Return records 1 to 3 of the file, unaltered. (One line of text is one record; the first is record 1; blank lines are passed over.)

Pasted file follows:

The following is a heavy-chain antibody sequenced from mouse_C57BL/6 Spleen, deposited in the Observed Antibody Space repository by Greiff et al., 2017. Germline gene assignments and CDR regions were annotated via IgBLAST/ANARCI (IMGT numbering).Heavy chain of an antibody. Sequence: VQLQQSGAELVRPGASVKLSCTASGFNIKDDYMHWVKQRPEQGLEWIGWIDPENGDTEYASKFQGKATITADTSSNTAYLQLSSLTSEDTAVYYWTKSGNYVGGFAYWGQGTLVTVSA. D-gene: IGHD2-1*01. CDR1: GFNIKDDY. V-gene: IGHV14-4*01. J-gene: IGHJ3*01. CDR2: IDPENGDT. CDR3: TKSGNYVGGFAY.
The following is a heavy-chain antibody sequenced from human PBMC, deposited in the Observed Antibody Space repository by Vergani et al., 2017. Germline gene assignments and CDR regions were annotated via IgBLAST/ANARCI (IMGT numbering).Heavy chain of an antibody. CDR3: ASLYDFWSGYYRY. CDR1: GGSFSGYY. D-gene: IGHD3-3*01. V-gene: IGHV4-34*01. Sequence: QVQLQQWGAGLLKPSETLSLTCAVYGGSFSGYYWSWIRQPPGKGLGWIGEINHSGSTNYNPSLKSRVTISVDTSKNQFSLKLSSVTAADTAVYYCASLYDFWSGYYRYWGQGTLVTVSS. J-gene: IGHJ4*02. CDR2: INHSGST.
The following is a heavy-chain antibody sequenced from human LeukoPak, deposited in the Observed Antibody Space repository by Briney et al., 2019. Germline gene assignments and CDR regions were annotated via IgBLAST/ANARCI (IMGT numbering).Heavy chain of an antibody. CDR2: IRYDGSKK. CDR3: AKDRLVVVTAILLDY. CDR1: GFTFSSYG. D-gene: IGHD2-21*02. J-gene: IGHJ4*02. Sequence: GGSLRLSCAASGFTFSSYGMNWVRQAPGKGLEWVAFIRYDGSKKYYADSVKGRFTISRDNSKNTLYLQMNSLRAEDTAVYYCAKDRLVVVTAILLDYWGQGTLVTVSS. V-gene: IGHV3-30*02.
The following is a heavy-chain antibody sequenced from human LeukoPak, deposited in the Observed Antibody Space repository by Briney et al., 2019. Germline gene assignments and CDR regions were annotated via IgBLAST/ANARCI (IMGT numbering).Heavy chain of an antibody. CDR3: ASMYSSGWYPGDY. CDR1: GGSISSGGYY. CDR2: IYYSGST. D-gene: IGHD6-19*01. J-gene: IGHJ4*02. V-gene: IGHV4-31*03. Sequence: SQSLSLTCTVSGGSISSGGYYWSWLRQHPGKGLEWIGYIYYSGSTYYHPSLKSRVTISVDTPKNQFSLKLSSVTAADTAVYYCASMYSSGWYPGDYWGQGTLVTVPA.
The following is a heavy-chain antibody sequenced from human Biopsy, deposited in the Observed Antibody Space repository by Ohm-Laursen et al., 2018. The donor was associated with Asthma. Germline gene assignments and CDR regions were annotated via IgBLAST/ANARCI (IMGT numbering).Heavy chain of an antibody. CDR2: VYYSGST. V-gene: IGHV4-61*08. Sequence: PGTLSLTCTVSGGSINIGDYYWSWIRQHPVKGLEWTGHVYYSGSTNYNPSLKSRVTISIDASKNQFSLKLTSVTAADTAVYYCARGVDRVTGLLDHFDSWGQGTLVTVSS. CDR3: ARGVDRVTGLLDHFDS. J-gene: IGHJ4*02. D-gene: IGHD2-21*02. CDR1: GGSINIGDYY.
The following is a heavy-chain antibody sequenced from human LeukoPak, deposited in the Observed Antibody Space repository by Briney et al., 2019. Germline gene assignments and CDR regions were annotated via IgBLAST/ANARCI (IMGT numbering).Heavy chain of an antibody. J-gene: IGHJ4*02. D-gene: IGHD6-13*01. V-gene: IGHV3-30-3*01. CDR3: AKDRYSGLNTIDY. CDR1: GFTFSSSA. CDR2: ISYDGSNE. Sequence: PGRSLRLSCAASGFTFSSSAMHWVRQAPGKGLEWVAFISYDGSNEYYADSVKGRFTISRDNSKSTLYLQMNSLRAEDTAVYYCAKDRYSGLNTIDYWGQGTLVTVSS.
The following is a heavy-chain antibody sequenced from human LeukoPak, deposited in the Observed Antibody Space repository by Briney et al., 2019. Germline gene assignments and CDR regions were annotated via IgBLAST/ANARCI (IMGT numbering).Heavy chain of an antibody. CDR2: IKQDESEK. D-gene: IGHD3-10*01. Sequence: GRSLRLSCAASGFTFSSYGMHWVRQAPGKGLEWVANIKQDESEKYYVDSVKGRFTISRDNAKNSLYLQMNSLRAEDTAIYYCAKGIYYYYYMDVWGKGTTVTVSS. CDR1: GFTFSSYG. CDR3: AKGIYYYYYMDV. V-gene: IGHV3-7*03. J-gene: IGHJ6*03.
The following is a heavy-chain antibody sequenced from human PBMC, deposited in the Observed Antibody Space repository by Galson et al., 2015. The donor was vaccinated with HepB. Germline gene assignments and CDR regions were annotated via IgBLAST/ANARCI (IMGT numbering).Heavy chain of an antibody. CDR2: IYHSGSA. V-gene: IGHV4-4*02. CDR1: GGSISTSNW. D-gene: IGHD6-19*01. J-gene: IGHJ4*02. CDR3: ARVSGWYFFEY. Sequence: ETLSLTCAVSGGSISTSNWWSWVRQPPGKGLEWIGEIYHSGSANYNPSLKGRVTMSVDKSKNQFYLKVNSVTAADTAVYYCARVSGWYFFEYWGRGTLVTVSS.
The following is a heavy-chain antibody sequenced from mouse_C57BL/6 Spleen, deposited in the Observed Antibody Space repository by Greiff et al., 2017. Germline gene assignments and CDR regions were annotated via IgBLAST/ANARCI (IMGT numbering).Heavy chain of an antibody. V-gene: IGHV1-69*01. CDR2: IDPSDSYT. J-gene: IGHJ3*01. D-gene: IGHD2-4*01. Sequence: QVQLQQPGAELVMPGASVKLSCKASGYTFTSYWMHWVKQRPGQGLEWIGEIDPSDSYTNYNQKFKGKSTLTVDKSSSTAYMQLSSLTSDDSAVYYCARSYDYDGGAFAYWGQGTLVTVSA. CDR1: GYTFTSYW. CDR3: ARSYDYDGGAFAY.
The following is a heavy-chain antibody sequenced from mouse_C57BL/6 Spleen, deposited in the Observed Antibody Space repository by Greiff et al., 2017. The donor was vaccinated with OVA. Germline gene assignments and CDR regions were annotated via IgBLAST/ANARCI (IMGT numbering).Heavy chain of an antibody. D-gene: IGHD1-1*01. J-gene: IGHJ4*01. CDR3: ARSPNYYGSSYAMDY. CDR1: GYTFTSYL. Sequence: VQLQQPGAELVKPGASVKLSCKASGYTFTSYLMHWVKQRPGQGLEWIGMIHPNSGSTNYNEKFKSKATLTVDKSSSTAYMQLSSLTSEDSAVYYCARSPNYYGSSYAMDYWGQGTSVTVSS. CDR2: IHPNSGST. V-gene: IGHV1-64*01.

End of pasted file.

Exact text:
The following is a heavy-chain antibody sequenced from mouse_C57BL/6 Spleen, deposited in the Observed Antibody Space repository by Greiff et al., 2017. Germline gene assignments and CDR regions were annotated via IgBLAST/ANARCI (IMGT numbering).Heavy chain of an antibody. Sequence: VQLQQSGAELVRPGASVKLSCTASGFNIKDDYMHWVKQRPEQGLEWIGWIDPENGDTEYASKFQGKATITADTSSNTAYLQLSSLTSEDTAVYYWTKSGNYVGGFAYWGQGTLVTVSA. D-gene: IGHD2-1*01. CDR1: GFNIKDDY. V-gene: IGHV14-4*01. J-gene: IGHJ3*01. CDR2: IDPENGDT. CDR3: TKSGNYVGGFAY.
The following is a heavy-chain antibody sequenced from human PBMC, deposited in the Observed Antibody Space repository by Vergani et al., 2017. Germline gene assignments and CDR regions were annotated via IgBLAST/ANARCI (IMGT numbering).Heavy chain of an antibody. CDR3: ASLYDFWSGYYRY. CDR1: GGSFSGYY. D-gene: IGHD3-3*01. V-gene: IGHV4-34*01. Sequence: QVQLQQWGAGLLKPSETLSLTCAVYGGSFSGYYWSWIRQPPGKGLGWIGEINHSGSTNYNPSLKSRVTISVDTSKNQFSLKLSSVTAADTAVYYCASLYDFWSGYYRYWGQGTLVTVSS. J-gene: IGHJ4*02. CDR2: INHSGST.
The following is a heavy-chain antibody sequenced from human LeukoPak, deposited in the Observed Antibody Space repository by Briney et al., 2019. Germline gene assignments and CDR regions were annotated via IgBLAST/ANARCI (IMGT numbering).Heavy chain of an antibody. CDR2: IRYDGSKK. CDR3: AKDRLVVVTAILLDY. CDR1: GFTFSSYG. D-gene: IGHD2-21*02. J-gene: IGHJ4*02. Sequence: GGSLRLSCAASGFTFSSYGMNWVRQAPGKGLEWVAFIRYDGSKKYYADSVKGRFTISRDNSKNTLYLQMNSLRAEDTAVYYCAKDRLVVVTAILLDYWGQGTLVTVSS. V-gene: IGHV3-30*02.